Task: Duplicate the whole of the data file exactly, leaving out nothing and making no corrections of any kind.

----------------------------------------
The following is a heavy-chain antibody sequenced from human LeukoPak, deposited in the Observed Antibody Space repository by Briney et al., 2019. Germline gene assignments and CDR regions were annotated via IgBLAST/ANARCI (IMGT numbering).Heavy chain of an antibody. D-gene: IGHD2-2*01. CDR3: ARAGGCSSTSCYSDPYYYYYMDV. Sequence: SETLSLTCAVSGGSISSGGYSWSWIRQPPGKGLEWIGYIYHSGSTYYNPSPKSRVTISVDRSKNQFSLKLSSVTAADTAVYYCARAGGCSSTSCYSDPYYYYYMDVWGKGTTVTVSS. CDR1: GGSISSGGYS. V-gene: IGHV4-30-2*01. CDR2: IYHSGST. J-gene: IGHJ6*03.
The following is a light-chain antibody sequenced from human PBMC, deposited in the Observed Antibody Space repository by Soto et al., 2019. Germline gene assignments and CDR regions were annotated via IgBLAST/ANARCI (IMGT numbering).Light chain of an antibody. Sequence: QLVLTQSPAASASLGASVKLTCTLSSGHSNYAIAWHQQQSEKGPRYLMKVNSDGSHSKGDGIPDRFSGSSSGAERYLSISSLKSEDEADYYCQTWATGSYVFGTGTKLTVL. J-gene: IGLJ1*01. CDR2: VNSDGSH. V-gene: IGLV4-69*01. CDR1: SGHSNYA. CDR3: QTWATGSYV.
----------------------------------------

The following is a heavy-chain antibody sequenced from human LeukoPak, deposited in the Observed Antibody Space repository by Briney et al., 2019. Germline gene assignments and CDR regions were annotated via IgBLAST/ANARCI (IMGT numbering).Heavy chain of an antibody. D-gene: IGHD2-2*01. CDR3: ARAGGCSSTSCYSDPYYYYYMDV. Sequence: SETLSLTCAVSGGSISSGGYSWSWIRQPPGKGLEWIGYIYHSGSTYYNPSPKSRVTISVDRSKNQFSLKLSSVTAADTAVYYCARAGGCSSTSCYSDPYYYYYMDVWGKGTTVTVSS. CDR1: GGSISSGGYS. V-gene: IGHV4-30-2*01. CDR2: IYHSGST. J-gene: IGHJ6*03.
The following is a light-chain antibody sequenced from human PBMC, deposited in the Observed Antibody Space repository by Soto et al., 2019. Germline gene assignments and CDR regions were annotated via IgBLAST/ANARCI (IMGT numbering).Light chain of an antibody. Sequence: QLVLTQSPAASASLGASVKLTCTLSSGHSNYAIAWHQQQSEKGPRYLMKVNSDGSHSKGDGIPDRFSGSSSGAERYLSISSLKSEDEADYYCQTWATGSYVFGTGTKLTVL. J-gene: IGLJ1*01. CDR2: VNSDGSH. V-gene: IGLV4-69*01. CDR1: SGHSNYA. CDR3: QTWATGSYV.